College for Creative Studies, Detroit.
Green, 24, of Doylestown, won two transportation design awards in the 19th annual Michelin-College for Creative Studies Design Competition in Detroit.
Green designed an "autonomous rescue vehicle" with a wheel/tire assembly that earned first places for vehicle design and for tire and wheel concept. The vehicle could be operated by remote control, and was designed to rescue people trapped in dangerous situations. Green, who is majoring in transportation design, used a sophisticated computer program frequently used in the automobile industry to create the digital model.
Green's winnings include $2,850 in scholarship funds, and his design will be on exhibit during the 2008 North American International Auto Show, scheduled for Jan. 13 to 27 in Detroit.
"I was taking engineering classes at Drexel University, and I did an internship at an architectural engineering firm," Green said. "It was there that I heard about industrial design.
"I realized that architectural engineering is about number-crunching a lot of time and making things as cheaply as possible. The industrial designer is responsible for the aesthetic and the creative part of a device. That is what I was into."
"The human element. You have to get inside the head of the person you're designing for and imagine yourself in every factor. Cars aren't some small device that you touch and throw away. You get into it and it's a part of your daily life and our culture, and that's fascinating to me for some reason."
Role of car designers:
"They design the aesthetic, the exterior, interior design and the human interface with the man-made machine. Someone has to go and make a car look cool. If you leave it up to the engineer, they'll make it look like a box. The designers make it cool, just like the architect makes the building look cool."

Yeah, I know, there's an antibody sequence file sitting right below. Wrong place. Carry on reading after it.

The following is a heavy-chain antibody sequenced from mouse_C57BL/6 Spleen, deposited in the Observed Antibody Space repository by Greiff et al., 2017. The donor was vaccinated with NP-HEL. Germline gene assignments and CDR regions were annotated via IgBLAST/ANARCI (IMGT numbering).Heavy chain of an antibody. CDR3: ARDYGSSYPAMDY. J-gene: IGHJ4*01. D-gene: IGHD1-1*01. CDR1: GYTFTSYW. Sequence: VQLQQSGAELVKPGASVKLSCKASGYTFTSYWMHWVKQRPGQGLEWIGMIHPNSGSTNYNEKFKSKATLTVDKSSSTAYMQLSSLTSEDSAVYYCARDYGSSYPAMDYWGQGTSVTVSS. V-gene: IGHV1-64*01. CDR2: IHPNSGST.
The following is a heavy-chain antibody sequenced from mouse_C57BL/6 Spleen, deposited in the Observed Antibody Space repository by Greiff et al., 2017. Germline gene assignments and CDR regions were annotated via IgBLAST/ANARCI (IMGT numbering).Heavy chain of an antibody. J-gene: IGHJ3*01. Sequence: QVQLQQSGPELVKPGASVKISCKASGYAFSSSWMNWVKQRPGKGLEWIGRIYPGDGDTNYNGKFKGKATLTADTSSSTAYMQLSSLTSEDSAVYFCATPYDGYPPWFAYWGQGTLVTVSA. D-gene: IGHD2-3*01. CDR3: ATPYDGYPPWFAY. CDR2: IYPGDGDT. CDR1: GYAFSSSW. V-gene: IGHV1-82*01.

"I actually transferred from Drexel to Bucks County Community College and started taking classes in art because I needed to put together a portfolio. You have to have a portfolio to apply to an industrial design school. The school I'm going to is one of only [a few] that offer my major. It's very specialized and competitive. I'll be graduating in 2009."
The winning design:
"The contest theme was 'Smaller, Safer, Better.' So I replaced human rescue personnel in situations that are too dangerous like battlefields or in a fire. Instead, this vehicle could go and rescue someone by itself. It was basically a stretcher on wheels, that could be operated by remote control. It was also armored and equipped with a device that could physically move a person onto the stretcher. The wheels were designed so that each wheel operated independently, and could go through narrow spaces and perform 360-degree turns."
Biggest challenge in car design:
"To be original. Cars have so much history tied up with it. People have all these assumptions about what they want in a car that it's difficult to match up people's expectations with something original that will move the industry forward."
"In my school, you usually intern with an an automotive manufacturer between junior and senior year. That sets you up with a job because a lot of time, you end up working for that company. Those internships are pretty competitive.
"They're the guys who win a lot of the contests and are known to be hot shots. They get multiple offers, and that's when you get paid a lot."
Is he a hot shot?:
"Too early to say. I won one competition, but I didn't win the one sponsored by GM. Actually, my roommate won. That was kind of cool."
"I'd like to work for Toyota. It has one of the most progressive corporate cultures, and Honda has that, too. But the companies everybody wants to work for are Nissan and Chrysler. Nissan has been winning a lot of awards, and Chrysler pays very well. Most of the the studios are in Michigan and California, and everyone wants to go to California."
Where he wants to go:
What a judge of the competition says:
"Matt focused on exactly what we asked for and had some excellent ideas," said Steve Lash, jury chairman for the competition. "The theme was 'Smaller, Safer, Better.' He eliminated the driver, so it's excellent for safety. It's smaller because it's only as big as it needs to be be, and it's better because the rescuer is not at risk."